“S is for Soul Sister” Remembers a Forgotten Alphabet

Molecular biologist and photographer Okunola Jeyifous rediscovers the story and people behind the “Black ABC’s” flashcards with the UChicago Arts incubator staff in his exhibition “S is for Soul Sister” on display now until March 20.


Jeyifous and Reese stand together at the opening of “S is for Soul Sister.”

By Alexis Florence

When photographer and UChicago assistant professor of neurobiology, Okunola Jeyifous, began working with the Arts + Public Life (APL) initiative at the UChicago Arts incubator, he knew that he and his team should combine his love of science and visual art in a South Side–based photography project. The opportunity to bring all their ideas together arose when they met with a woman known by students across America as “T is for Talk.” That woman’s name is Cheryl Reese.

In the 1970s, Reese grew up in the Harold Ickes Homes, a public housing project in Chicago’s South Side, where she was selected as a participant in what became known as the Black ABC’s. The educational alphabet flashcards that featured Black children and become a staple in classrooms across America were created by two teachers, June Heinrich and Bernadette Triplett, and published by Chicago’s Society for Visual Education.

Now, 50 years later, Jeyifous has revived the spirit of the Black ABC’s in his first solo exhibition, S is for Soul Sister, at the UChicago Arts Incubator.

“It was great to see this revamped because it was initially a learning tool for African-American children in the ’70s to identify with themselves and to see people that looked like them who are learning and teaching them,” Reese told The Maroon about the project.

Six of the original Black ABC’s participants were photographed for the exhibition. Combining his passions for science and visual art, Jeyifous took cheek cell samples from those photographed, then stained the samples with the goal of “[creating] these visually tapestries using their cells that I could meld with their regular portraits.” In addition to the visuals, the APL team recorded the photo subjects’ oral narratives of growing up in the Harold Ickes Homes.

The APL research team who organized the exhibition, including Isis Ferguson, Gabriel Moreno, Brett Swinney, Hannah Jasper, and Nadia Sulayman, initially thought there would be an official record of the cards, but quickly realized that no such documentation exists. The group began to search for participants through Reese and found a 50-year-old network of childhood friends who allowed the team to connect narratives and paint a larger picture of the community in which the participants lived.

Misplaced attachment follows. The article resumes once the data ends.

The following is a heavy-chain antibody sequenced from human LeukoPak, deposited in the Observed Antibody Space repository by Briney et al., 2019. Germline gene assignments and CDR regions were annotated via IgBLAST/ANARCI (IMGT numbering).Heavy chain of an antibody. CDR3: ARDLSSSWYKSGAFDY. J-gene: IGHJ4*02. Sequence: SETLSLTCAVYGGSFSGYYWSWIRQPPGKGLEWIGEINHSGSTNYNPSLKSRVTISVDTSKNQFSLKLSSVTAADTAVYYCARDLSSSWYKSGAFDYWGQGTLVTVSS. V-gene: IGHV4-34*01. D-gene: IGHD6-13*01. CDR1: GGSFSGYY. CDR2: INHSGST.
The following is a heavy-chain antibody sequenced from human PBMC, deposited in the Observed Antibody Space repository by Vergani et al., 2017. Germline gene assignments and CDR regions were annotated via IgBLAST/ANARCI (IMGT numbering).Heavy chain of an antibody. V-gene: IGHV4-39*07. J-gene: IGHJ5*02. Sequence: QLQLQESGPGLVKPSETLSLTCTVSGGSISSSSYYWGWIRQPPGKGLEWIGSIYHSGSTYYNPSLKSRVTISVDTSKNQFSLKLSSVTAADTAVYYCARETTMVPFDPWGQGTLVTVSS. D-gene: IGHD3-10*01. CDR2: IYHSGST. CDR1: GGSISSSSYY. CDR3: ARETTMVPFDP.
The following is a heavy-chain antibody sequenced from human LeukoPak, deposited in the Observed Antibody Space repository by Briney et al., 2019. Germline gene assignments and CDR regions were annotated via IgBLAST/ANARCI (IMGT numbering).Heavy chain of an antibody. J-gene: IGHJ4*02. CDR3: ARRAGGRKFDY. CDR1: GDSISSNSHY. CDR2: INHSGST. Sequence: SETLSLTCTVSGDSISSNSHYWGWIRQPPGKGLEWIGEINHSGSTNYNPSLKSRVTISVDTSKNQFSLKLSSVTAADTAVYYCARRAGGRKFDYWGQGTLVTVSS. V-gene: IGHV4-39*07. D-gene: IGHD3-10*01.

“That was the beauty about the research, each level brought about this new revelation about their experiences, but also led into the next step of the project,” Swinney said.

Reese emphasized the camaraderie of the Black ABC’s participants in the housing project, saying, “It was a community. It was a neighborhood of people who loved each other, who loved being Black and were proud to be Black.”

At the exhibition opening last week, Jeyifous and the APL team had the opportunity to meet more people who were involved in the Black ABC’s, and now hope to further expand the project. Ferguson announced that APL will be creating an online repository of stories to add more narratives and create a larger project in the future.

As the associate director of City and Community Strategy at APL, Ferguson was keenly aware of the impact the project has in representing not only the stories of the Harold Ickes community, but celebrating a universal theme about Black culture.

“It’s pride around Chicago continuing to be a clear epicenter of Black cultural production,” Ferguson said. “They tell such a unique story, and even in their uniqueness there’s a level of relevance that they were quickly adopted and put in all these schools. It means that something about Chicago can resonate all across the country.”

Jeyifous’s favorite part of the projects was listening to the stories of the people he photographed. Beyond the major events of the community, he enjoyed hearing the firsthand accounts of everyday life directly from the participants; this is something he hopes viewers will take away with them as they view and hear his work.

“What I wanted the art to express was that when you are taking into consideration people, where they live, and access to certain things, you have to have them centered in that conversation,” Jeyifous said. “So this is a way to address that and put them at the forefront of their own stories.”